Health Law & Policy Brief

The Health Law & Policy Brief is an online publication run by law students at American University Washington College of Law. Founded in 2007, the Health Law & Policy Brief publishes articles on a wide array of cutting-edge topics in health law. Such topics include health care compliance, fraud and abuse enforcement, health insurance payment and reimbursement issues, intellectual property issues, international human rights issues, FDA initiatives and policies, and a host of other matters. Beginning with a staff of just five, the Health Law & Policy Brief now boasts over twenty members and nearly 1,500 readers.

Latest from the Blog

It Depends on Dobbs: The Uncertain Future of Abortion in the United States

Margaret RiceApril 10, 2022
The right to choose to have an abortion has been recognized as a constitutional right in the United States for nearly fifty years since Roe v. Wade. However, states have the right to impose restrictions on abortions until the vague point of “viability,” as long as the restriction does not present […]

Taking Aim at the Threat of Bioweapons

Patrick LeeApril 10, 2022
It is an unfortunate enough reality that the world is concerned about the threat of naturally occurring biological hazards, but now there is a real fear that terrible biological weapons may make a reappearance. While many may consider the Covid-19 pandemic to be a “once in a lifetime” tragedy, there is reasonable […]

Racial Disparities in Opioid Use Disorder Treatment

Katherine GallagherMarch 28, 2022
Over the past twenty-five years, the United States has experienced an increasingly devastating opioid crisis.  According to the Department of Health and Human Services (HHS), in the late 1990s, pharmaceutical companies offered reassurance to the medical community that patients would not become addicted to opioid pain relievers, leading healthcare providers to begin prescribing […]

The VAWA, Medical Forensic Examinations, and Assumptions about Victims of Sexual Violence 

Samantha BurtonMarch 28, 2022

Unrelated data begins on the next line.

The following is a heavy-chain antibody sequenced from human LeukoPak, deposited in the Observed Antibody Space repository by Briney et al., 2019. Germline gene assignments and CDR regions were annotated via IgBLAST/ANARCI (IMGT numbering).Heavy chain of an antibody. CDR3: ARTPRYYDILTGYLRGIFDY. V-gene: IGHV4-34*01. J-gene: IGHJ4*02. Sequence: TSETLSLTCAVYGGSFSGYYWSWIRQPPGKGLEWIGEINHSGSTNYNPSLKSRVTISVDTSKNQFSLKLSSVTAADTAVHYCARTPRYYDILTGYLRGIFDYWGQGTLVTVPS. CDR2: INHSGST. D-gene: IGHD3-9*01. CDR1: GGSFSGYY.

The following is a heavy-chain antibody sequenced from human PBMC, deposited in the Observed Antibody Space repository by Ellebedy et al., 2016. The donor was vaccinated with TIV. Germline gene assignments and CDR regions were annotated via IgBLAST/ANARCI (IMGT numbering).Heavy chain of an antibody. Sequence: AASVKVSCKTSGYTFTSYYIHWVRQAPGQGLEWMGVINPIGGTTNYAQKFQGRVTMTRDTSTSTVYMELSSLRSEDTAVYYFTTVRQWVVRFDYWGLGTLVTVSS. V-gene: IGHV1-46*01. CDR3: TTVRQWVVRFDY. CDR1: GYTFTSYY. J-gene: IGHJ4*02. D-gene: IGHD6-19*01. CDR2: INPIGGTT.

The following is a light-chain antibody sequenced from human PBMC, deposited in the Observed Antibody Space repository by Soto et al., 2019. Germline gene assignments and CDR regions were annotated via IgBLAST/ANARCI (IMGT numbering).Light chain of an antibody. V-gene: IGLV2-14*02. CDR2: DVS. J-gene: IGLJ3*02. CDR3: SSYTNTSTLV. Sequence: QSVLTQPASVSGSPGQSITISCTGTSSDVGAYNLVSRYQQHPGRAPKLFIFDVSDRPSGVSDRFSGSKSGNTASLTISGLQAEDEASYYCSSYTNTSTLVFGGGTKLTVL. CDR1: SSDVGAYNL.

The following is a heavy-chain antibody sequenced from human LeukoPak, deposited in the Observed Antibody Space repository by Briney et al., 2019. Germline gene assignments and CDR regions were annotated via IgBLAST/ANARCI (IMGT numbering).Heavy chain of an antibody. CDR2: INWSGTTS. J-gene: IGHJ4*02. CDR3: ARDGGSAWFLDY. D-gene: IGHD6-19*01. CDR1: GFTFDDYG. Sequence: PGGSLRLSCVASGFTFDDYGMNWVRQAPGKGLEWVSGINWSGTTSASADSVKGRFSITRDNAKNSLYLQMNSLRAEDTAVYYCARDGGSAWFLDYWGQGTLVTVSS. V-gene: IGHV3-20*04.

In 2000, the National Institute of Justice (NIJ) came together with the Center for Disease Control and Prevention (CDC) to perform a study to better understand the breadth of abuse, stalking, and other violent behaviors on women in the US. Previously, other studies showed that arrests of abusers upon report tended to […]

How the Unvaccinated Raise Insurance Premiums for the Rest of Us

Annabel WeinbachMarch 28, 2022
Under the Affordable Care Act (ACA), private health insurers cannot deny a person coverage or charge them a higher premium because of a pre-existing condition or because of their health status.  Is being unvaccinated for Covid-19 a pre-existing condition? If it isn’t, the unvaccinated could be denied healthcare coverage, but […]

The Disheartening Reality of Maternal Healthcare in the United States 

Kimia KhatibiMarch 28, 2022
Around the world, the United States is admired and followed as the globe’s leading superpower. However, the continuously high rates of maternal mortality in the United States greatly distinguishes it from its international counterparts. The Center for Disease Control and Prevention (CDC) defines maternal mortality as “the death of a woman during […]

“Neurolaw”: The Role of Neuroscience in Sentencing

Kristina WoodwardNovember 26, 2021
On March 20, 1981, John W. Hinckley, Jr. shot President Ronald Reagan and three others, and the following year, the jury found him not guilty by reason of insanity largely because of the presentation of scientific evidence during trial. During trial, Hinckley’s defense team introduced a computerized axial tomography (CAT) scan […]

Inhumane Living Conditions: How the D.C. Jail Imposes Cruel and Unusual Punishments

Hannah ZuckermanNovember 26, 2021
The intersection between health care and prison reform has arguably never been more publicly visible than through the inhumane living conditions endured by the detainees at the D.C. county jail. This jail has consistently come under scrutiny regarding its conditions including, but not limited to, extreme confinement lasting more than 400 […]

Pulling Teeth: Why Dentists Wrongly Oppose Adding Dental Coverage to Medicare

James CampbellNovember 26, 2021
The American Dental Association (ADA) is a dentist membership organization with a mission to “help dentists succeed and to advance the oral health of all individuals.” If advancing oral health for everyone is a crucial part of their mission, why does the ADA oppose expanding Medicare Part B to include a dental care benefit? […]

Vaccine Liability in the COVID-19 Pandemic

Andrew RosenblumNovember 26, 2021
The emergence of a novel coronavirus, SARS-CoV-2, the virus which causes COVID-19, has set off a cascading series of public health reactions unpresented in modern times. International travel shuttered to a halt as public health professionals sought the control the spread of COVD-19 through the traditional paradigm of identifying, isolating, and controllingcases. On the international […]